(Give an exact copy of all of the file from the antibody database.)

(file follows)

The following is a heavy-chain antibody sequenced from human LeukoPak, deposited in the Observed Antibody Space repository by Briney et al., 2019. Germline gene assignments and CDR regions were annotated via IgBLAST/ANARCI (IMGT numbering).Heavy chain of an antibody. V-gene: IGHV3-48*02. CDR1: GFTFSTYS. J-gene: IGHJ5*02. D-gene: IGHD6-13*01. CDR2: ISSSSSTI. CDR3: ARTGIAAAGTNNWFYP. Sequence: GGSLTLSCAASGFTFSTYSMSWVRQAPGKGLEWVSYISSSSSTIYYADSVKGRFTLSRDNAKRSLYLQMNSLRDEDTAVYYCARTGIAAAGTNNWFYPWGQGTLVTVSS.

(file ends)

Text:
The following is a heavy-chain antibody sequenced from human LeukoPak, deposited in the Observed Antibody Space repository by Briney et al., 2019. Germline gene assignments and CDR regions were annotated via IgBLAST/ANARCI (IMGT numbering).Heavy chain of an antibody. V-gene: IGHV3-48*02. CDR1: GFTFSTYS. J-gene: IGHJ5*02. D-gene: IGHD6-13*01. CDR2: ISSSSSTI. CDR3: ARTGIAAAGTNNWFYP. Sequence: GGSLTLSCAASGFTFSTYSMSWVRQAPGKGLEWVSYISSSSSTIYYADSVKGRFTLSRDNAKRSLYLQMNSLRDEDTAVYYCARTGIAAAGTNNWFYPWGQGTLVTVSS.